A new devotion to Mary has been brought to the surface, and I give Marian some credit to this. Many things led up to this, and looking back, it is quite obvious. Mary has been a prominent presence in my whole life, not only due to my Catholic faith, but in so many other ways. Because of this, I have chosen to consecrate myself to Mary, and have new found appreciation devotion to Our Mother. Through this I have become closer to Jesus, and learn more about her. It has added a new dimension to my prayer life that is beautiful, and challenges me as a daughter of God.

    In the ways I am trying to enrich my prayer life, I am constantly fumbling. I either miss my opportunity for a good prayer time choosing something else instead, or I rush through my prayer like it is a chore. When these moments happen, I try to pause and take time to talk with the Lord. I try not to worry how short or long my prayer time is, and let him know that I am in this relationship for the long haul. I am still learning. When I stumble, I often remember the words of St. Therese: speak to the Lord from the depths of my heart, even the simplest of cry, whether sorrow or joy, is showing God you love him. That is what I am attempting to do: showing God that I truly do love him.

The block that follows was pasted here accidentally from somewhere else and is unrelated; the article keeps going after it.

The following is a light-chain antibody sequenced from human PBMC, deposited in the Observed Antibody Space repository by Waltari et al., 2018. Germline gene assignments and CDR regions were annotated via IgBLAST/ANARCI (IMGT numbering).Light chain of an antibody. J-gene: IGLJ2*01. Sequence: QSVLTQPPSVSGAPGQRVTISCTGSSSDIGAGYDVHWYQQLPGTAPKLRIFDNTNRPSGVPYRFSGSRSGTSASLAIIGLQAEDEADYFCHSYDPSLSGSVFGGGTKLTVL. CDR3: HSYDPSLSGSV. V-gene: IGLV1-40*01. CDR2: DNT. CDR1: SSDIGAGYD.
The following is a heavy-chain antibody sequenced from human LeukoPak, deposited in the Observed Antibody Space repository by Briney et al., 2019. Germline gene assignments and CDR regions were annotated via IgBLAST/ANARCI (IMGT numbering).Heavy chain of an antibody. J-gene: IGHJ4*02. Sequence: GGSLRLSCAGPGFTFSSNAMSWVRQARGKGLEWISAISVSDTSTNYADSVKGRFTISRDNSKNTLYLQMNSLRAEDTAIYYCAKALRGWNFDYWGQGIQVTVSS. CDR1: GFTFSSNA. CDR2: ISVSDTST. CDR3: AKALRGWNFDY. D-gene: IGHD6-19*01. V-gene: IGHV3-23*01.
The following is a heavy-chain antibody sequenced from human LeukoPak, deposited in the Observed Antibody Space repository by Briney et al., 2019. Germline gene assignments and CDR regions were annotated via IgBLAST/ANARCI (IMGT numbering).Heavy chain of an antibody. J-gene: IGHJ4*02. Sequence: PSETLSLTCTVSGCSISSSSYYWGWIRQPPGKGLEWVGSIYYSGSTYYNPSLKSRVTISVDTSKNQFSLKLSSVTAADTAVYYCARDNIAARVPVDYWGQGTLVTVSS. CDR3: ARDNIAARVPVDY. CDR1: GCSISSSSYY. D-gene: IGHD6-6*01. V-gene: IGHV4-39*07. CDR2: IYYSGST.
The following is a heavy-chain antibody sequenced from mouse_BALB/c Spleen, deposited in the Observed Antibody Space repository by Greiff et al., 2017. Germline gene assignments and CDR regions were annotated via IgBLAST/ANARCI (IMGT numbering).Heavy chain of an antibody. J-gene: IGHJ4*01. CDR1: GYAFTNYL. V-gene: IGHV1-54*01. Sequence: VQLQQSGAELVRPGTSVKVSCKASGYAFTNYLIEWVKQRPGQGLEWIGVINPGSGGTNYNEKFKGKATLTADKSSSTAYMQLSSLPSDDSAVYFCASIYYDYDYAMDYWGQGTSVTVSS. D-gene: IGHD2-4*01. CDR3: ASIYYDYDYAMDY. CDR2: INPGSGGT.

• Whole Life: Christian Leadership

    Nov 07, 2014

    By:Sr. Jeanne Hagelskamp, S.P.
    Associate Professor, Academy for Teaching and Learning Leadership

    “When through one person, a little more love and goodness, a little more light and truth come into the world, then that one’s life has had meaning.” This quote, which we used on our parents’ memorial cards, embodies the essence of Christian leadership. This may sound soupy or mushy, but my siblings and I did, indeed, consider our parents quiet, ordinary Christian leaders. No, they were not famous, they never attended college, they struggled their entire lives to put food on the table and clothes on our backs, and to give us the very best education we could want for ourselves. They were faithful to prayer, they gave of themselves unconditionally to us and to those in need, and they taught us to stand up for what is right and just. They lived the words of Micah 6:8: “What does God require of you? Nothing more than this: To act justly, to love tenderly, and to walk humbly with Your God.”

    Another way of thinking about Christian leadership is to consider the words of our very own Indiana Saint Mother Theodore Guerin: What must we do to become saints? Nothing extraordinary, only that which we do every day—only do it for his love. This challenge seems easy enough—in fact, if we aren't careful, we might tend to “let ourselves off the hook” if we ignore the last phrase. Now I'm not one who often puts words into Mother Theodore’s mouth, but I confess that I have taken a particular liking to changing one solitary word—so that it reads “What must we do to become saints? Nothing extraordinary, only that which we do every day—only do it with his love.” To say we do it “for his love” is challenge enough, making God’s love our sole motivation. However, to do it “with his love” sets forth a challenge or imperative to aspire to love as God loves and to allow our lives to be driven by that same call to love. In a very powerful way, it is the call to leadership that is expressed by the prophet Micah. We are called to live our everyday lives, always aspiring to do it with God’s steadfast love—God’s Providence—empowering us.